Talking to Children about Sexual Abuse,
and How to Prevent it
Over the last month several people have asked us how to talk to their children about sexual abuse, how to prevent it, and how to empower their children. We shared a very helpful article from the Washington Post on our Facebook page, but decided there was more information you may find useful.
A large component of avoiding sexual abuse is empowering your child, giving her both tools to use and confidence to use them when faced with a potentially terrifying situation.
Teach your children the correct names for their body parts at a very young age.
Teach your children that their sexual body parts should not be touched by anyone else unless they are a doctor or someone who must touch them to provide care.
Teach your children that if someone must touch these parts of their body that their parent or trusted caregiver should be there.
Teach your children that if someone tries to touch or look at these areas, or shows them their "private" areas, they should tell their parent or caregiver right away.
Teach your children that it is OKAY TO SAY "NO" if someone tries to touch them in a way that makes them scared or uncomfortable. Related to this, you should respect boundaries that children set when playing with them and you should never force a child to hug, kiss, or sit on someone's lap if they don't want to.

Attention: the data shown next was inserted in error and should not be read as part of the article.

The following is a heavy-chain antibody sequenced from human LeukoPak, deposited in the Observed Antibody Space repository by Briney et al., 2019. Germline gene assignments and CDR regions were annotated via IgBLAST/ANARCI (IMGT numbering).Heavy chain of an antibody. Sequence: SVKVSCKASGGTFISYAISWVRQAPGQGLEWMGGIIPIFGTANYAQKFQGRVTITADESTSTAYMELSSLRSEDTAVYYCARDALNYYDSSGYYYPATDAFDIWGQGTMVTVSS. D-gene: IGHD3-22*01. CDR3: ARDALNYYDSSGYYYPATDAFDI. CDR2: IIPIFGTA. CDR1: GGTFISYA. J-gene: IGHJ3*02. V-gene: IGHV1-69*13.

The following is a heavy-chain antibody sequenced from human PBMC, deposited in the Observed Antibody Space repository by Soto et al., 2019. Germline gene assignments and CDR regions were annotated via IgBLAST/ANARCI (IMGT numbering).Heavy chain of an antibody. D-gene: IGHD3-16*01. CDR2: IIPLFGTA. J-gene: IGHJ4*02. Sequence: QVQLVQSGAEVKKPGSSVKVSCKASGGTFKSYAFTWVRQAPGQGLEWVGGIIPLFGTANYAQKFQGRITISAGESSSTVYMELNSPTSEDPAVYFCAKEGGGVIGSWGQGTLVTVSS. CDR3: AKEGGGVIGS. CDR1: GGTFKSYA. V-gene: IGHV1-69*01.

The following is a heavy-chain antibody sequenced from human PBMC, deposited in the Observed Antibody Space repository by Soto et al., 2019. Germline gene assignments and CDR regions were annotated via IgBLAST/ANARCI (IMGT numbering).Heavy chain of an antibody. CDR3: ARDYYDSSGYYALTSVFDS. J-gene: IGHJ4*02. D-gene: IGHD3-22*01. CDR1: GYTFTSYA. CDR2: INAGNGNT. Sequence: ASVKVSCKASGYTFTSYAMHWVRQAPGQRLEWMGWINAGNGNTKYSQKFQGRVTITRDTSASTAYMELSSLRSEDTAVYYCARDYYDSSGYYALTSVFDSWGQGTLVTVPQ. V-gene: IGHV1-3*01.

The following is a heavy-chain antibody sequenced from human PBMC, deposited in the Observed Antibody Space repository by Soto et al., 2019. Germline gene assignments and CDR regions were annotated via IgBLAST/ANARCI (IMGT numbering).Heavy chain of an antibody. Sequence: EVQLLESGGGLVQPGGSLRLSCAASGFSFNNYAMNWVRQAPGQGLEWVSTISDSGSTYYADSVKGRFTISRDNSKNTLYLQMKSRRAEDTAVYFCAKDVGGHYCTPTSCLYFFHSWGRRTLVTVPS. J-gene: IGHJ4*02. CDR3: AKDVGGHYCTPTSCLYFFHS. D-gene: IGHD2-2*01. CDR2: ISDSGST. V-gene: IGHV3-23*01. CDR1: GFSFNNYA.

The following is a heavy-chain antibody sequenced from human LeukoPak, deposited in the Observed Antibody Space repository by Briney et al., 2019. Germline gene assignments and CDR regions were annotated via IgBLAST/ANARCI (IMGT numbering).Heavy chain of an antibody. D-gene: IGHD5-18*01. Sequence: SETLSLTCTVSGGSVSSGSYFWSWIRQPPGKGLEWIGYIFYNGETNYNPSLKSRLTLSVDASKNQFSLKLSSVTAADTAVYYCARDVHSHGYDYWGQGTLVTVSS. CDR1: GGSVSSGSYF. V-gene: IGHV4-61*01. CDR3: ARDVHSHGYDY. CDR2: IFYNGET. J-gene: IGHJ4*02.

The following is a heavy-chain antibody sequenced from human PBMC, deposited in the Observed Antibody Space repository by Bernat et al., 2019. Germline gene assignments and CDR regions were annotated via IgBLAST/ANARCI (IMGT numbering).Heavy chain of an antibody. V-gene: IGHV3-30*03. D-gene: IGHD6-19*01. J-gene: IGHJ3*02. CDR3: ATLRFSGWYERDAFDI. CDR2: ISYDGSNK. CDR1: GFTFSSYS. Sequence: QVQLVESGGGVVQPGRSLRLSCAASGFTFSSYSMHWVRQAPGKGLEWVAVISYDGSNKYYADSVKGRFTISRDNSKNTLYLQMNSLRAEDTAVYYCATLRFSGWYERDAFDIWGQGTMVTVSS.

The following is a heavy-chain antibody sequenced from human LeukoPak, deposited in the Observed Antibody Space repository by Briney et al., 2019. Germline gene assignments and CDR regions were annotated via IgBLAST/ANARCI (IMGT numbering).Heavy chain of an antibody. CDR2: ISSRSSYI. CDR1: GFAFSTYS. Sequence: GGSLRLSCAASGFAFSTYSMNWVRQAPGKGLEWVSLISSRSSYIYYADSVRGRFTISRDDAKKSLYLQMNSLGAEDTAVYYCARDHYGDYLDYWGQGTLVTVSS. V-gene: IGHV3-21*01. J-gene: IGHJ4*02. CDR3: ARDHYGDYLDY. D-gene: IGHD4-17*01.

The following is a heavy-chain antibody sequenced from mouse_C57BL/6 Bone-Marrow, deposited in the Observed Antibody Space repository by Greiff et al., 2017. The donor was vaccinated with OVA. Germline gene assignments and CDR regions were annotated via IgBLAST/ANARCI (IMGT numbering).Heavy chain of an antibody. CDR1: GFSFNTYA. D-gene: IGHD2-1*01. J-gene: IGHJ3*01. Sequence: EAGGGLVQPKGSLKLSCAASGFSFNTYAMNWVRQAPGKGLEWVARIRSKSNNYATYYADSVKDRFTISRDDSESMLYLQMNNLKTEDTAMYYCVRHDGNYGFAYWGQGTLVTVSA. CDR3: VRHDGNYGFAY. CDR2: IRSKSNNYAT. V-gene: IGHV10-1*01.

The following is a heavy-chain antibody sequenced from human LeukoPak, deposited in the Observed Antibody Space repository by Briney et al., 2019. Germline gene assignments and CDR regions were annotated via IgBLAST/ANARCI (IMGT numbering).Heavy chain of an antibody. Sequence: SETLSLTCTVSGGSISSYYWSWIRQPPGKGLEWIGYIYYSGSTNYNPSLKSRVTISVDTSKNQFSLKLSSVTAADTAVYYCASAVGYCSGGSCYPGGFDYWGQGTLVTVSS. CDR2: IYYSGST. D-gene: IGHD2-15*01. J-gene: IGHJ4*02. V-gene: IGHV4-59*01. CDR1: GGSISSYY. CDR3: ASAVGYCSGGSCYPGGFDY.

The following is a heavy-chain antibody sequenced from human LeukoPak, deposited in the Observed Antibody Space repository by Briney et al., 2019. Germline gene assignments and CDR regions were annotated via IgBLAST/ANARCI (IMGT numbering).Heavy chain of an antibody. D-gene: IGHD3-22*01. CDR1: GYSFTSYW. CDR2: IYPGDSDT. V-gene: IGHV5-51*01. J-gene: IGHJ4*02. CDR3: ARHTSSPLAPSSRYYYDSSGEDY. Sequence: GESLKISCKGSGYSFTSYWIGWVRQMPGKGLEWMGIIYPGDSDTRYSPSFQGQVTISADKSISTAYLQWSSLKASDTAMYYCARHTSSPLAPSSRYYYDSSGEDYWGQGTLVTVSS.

Teach your children that body secrets are not okay. If someone has touched them and tells them to keep it a secret, they should tell you right away.
Teach your children that you will never be upset with them if they tell you about someone touching them in a way that made them scared or uncomfortable. They will never be in trouble for coming to you for help.
As a parent, you too can help prevent abuse.
Be involved in your child's life in and outside of the home. Know their friends' parents, teachers, and coaches.
Understand that your child may feel more comfortable talking with a trusted adult who is not you. Know who these adults are.
Be aware of the TV shows, movies, and video games your child plays, as well as the apps your child uses. Talk about how they can stay safe when using technology.
Be aware that most abusers are known by their victims.
When your child wants to talk with you, listen and be engaged.
If you have a teen be sure they are involved in activities that boost their self-confidence.
Remember that talking about sex is not a one-time thing. It is an ongoing discussion.
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